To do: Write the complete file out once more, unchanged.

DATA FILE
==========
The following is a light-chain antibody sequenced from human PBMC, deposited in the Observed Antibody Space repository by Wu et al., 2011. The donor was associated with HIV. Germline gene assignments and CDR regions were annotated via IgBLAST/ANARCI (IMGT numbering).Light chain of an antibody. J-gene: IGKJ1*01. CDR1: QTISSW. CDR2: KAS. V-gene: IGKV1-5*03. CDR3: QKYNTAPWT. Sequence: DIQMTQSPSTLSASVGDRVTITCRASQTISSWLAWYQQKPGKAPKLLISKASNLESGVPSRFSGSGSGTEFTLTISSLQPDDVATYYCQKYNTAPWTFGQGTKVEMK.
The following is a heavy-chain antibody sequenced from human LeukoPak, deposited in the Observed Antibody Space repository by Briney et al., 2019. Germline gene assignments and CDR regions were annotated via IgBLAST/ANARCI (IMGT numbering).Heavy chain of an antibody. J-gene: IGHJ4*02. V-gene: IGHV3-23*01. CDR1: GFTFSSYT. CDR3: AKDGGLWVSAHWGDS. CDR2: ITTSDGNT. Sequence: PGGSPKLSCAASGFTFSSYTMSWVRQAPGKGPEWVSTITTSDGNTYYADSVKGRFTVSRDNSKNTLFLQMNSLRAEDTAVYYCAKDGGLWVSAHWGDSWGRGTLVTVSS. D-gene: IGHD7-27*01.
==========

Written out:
The following is a light-chain antibody sequenced from human PBMC, deposited in the Observed Antibody Space repository by Wu et al., 2011. The donor was associated with HIV. Germline gene assignments and CDR regions were annotated via IgBLAST/ANARCI (IMGT numbering).Light chain of an antibody. J-gene: IGKJ1*01. CDR1: QTISSW. CDR2: KAS. V-gene: IGKV1-5*03. CDR3: QKYNTAPWT. Sequence: DIQMTQSPSTLSASVGDRVTITCRASQTISSWLAWYQQKPGKAPKLLISKASNLESGVPSRFSGSGSGTEFTLTISSLQPDDVATYYCQKYNTAPWTFGQGTKVEMK.
The following is a heavy-chain antibody sequenced from human LeukoPak, deposited in the Observed Antibody Space repository by Briney et al., 2019. Germline gene assignments and CDR regions were annotated via IgBLAST/ANARCI (IMGT numbering).Heavy chain of an antibody. J-gene: IGHJ4*02. V-gene: IGHV3-23*01. CDR1: GFTFSSYT. CDR3: AKDGGLWVSAHWGDS. CDR2: ITTSDGNT. Sequence: PGGSPKLSCAASGFTFSSYTMSWVRQAPGKGPEWVSTITTSDGNTYYADSVKGRFTVSRDNSKNTLFLQMNSLRAEDTAVYYCAKDGGLWVSAHWGDSWGRGTLVTVSS. D-gene: IGHD7-27*01.